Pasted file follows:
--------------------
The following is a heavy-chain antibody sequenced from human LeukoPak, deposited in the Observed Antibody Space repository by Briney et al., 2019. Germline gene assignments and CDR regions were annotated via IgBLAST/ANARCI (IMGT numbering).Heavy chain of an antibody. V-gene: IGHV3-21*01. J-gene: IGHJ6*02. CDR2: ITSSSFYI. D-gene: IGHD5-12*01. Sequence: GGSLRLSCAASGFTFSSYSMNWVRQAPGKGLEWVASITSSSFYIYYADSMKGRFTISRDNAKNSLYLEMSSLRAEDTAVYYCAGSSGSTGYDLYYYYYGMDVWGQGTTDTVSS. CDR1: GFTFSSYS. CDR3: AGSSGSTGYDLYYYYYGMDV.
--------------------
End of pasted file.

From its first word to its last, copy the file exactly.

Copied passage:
The following is a heavy-chain antibody sequenced from human LeukoPak, deposited in the Observed Antibody Space repository by Briney et al., 2019. Germline gene assignments and CDR regions were annotated via IgBLAST/ANARCI (IMGT numbering).Heavy chain of an antibody. V-gene: IGHV3-21*01. J-gene: IGHJ6*02. CDR2: ITSSSFYI. D-gene: IGHD5-12*01. Sequence: GGSLRLSCAASGFTFSSYSMNWVRQAPGKGLEWVASITSSSFYIYYADSMKGRFTISRDNAKNSLYLEMSSLRAEDTAVYYCAGSSGSTGYDLYYYYYGMDVWGQGTTDTVSS. CDR1: GFTFSSYS. CDR3: AGSSGSTGYDLYYYYYGMDV.